My husband who helps around the house and is fine, turned into Oscar from "The Odd Couple." Everything had to be picked up all the time. I think he wanted to grab my plate and throw it away before I was done. Which is not his personality.
And I became less interested in that. I became sloppier. I just didn't have the energy to worry about "where does this go?," "should I wash the laundry in the sink?" These things became a little overwhelming to me.
So I would say we definitely had a lot more irritation than is normal for us.
But also, when you are more irritated with your partner, that's a sign of depression and mental health issues. That was because our nerves were raw.
BI: You spent Valentine's Day on the boat. What was that like?
Gay: Valentine's Day was really exciting because we finally got the throat swabs that we had wanted.
I remember Valentines Day for the throat swabs and also because the captain and staff overwhelmed us with gifts even a fresh rose and lots of chocolate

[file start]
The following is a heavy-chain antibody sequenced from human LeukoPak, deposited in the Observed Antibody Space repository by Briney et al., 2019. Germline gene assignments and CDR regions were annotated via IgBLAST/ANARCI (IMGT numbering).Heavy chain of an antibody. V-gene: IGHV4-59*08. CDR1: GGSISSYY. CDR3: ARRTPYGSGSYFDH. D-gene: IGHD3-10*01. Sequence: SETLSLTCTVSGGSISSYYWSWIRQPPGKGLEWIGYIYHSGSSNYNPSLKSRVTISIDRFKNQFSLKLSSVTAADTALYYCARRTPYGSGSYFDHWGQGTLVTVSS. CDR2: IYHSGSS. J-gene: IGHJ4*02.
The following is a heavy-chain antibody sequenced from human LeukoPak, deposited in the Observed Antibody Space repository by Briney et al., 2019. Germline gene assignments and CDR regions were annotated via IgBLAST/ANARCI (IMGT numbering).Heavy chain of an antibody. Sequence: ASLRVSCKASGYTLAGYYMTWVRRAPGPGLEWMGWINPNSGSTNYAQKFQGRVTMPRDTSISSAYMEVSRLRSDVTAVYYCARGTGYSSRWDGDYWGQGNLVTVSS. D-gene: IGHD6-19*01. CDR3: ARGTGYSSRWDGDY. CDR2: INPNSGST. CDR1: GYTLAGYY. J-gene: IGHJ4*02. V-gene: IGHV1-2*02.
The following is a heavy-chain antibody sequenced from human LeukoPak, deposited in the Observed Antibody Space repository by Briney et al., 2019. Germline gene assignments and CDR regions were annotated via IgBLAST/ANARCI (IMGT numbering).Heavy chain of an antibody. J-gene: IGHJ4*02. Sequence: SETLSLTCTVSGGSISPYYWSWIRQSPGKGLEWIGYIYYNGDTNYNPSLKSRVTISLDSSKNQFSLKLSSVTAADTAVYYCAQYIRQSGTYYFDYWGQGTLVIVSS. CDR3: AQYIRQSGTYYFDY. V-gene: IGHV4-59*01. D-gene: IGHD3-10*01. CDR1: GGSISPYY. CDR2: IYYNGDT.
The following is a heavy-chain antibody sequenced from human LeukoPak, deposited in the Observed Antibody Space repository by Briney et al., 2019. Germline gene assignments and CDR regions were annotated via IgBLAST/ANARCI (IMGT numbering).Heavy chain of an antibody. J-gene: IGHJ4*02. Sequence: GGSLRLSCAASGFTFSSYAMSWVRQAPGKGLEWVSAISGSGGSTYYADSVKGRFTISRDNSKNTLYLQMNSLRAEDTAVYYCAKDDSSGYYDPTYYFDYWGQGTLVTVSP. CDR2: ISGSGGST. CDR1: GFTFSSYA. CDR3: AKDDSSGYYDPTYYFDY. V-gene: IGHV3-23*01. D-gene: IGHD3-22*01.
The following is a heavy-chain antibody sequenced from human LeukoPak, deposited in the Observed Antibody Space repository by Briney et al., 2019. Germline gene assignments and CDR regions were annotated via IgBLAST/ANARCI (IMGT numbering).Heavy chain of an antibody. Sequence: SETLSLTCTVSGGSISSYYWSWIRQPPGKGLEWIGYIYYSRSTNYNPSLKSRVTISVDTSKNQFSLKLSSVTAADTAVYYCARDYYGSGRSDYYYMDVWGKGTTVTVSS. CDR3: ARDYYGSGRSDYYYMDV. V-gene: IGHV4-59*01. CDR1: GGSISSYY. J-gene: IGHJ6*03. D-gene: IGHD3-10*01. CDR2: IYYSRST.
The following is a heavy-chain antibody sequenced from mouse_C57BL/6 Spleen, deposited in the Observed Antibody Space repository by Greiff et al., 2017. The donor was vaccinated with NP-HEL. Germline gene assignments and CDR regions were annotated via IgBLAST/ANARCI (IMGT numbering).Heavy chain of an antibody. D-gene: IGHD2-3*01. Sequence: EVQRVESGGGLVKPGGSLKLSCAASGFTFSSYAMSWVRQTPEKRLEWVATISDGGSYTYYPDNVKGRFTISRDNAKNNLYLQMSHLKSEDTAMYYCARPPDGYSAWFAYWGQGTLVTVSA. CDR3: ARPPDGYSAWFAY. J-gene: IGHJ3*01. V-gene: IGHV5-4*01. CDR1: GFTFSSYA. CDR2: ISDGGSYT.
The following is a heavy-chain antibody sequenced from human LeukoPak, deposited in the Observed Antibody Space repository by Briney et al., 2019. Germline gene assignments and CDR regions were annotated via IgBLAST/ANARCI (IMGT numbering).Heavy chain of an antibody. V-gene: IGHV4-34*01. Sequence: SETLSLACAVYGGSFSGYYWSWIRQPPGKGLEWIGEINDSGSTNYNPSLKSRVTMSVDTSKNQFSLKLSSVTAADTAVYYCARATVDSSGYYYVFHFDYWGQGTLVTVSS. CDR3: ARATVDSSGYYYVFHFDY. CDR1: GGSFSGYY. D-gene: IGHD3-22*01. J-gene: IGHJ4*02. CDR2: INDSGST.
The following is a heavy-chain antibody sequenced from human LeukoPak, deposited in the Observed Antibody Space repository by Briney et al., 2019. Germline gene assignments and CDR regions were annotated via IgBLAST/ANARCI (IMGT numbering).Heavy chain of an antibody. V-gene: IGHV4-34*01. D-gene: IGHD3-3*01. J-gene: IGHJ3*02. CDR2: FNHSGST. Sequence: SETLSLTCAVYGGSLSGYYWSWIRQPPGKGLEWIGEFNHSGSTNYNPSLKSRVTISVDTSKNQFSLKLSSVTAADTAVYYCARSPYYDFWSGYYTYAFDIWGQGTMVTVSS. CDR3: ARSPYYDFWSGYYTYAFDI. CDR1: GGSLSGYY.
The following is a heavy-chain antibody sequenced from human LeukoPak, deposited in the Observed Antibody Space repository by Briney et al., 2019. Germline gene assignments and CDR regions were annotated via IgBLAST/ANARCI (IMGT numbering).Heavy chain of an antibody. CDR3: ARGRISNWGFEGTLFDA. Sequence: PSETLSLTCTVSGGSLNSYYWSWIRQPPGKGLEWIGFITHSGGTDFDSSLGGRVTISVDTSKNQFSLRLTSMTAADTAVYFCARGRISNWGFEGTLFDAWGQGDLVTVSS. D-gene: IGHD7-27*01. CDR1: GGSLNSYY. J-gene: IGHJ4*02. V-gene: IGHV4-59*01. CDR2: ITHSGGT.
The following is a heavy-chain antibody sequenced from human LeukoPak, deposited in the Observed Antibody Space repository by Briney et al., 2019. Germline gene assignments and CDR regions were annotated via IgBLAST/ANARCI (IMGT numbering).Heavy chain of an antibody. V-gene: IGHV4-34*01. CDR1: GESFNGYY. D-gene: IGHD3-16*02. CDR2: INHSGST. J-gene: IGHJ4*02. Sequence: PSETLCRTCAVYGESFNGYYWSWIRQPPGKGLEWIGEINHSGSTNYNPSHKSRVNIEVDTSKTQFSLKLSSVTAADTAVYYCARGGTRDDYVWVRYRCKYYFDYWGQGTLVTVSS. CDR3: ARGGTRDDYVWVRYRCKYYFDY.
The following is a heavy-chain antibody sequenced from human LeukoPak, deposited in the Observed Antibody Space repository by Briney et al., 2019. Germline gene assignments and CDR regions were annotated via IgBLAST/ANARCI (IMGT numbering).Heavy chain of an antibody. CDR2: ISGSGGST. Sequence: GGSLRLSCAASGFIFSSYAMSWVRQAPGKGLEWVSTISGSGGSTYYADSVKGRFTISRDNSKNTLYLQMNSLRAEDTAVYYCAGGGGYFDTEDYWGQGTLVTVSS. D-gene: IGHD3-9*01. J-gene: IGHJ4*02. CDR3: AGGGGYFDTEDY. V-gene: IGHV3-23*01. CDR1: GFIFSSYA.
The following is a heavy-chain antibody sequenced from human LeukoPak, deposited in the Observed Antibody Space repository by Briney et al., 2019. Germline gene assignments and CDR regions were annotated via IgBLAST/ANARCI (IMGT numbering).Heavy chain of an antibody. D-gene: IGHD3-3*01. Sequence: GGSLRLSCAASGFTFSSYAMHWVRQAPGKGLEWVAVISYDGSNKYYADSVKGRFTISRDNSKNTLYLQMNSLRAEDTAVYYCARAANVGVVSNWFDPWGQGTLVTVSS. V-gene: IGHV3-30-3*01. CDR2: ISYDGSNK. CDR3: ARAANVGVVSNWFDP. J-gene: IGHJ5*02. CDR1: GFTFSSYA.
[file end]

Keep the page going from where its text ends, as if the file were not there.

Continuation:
I think it was a little joke on face masks because we got kind of gel beauty masks.
Really, some lovely gifts.
They were always trying to entertain us.
BI: When you did get home to Florida this week, what were the first things you did?
Gay: Well, play with our puppy. She's a four-year-old dog but we call her a puppy, Willoughby.
Then a great shower and our bed, of course.
BI: Is life back to normal?
Gay: No. I know we have lasting effects from this. First of all, we have back work to do. Our taxes are now delayed. We came back to a threat to turn off our electricity, which is really quite insulting. We've paid our bills for 40 years and one time we were a week late because we were in quarantine little things like that are very irritating.
Family and friends are all over us, and we're reassuring ourselves. We had to cancel a trip at the end of the month to Africa because that's just impossible to do.
I think we're all probably suffering from various stress syndromes. If you're used to taking charge of your own life, here were treated like nursery school children. We had to follow orders. That's hard to take.
I was having, and I'm still having pretty scary prison dreams. It's a primal fear, a fear of not being able to move or leave.
Peter and Cindy Molesky of Rome, New York.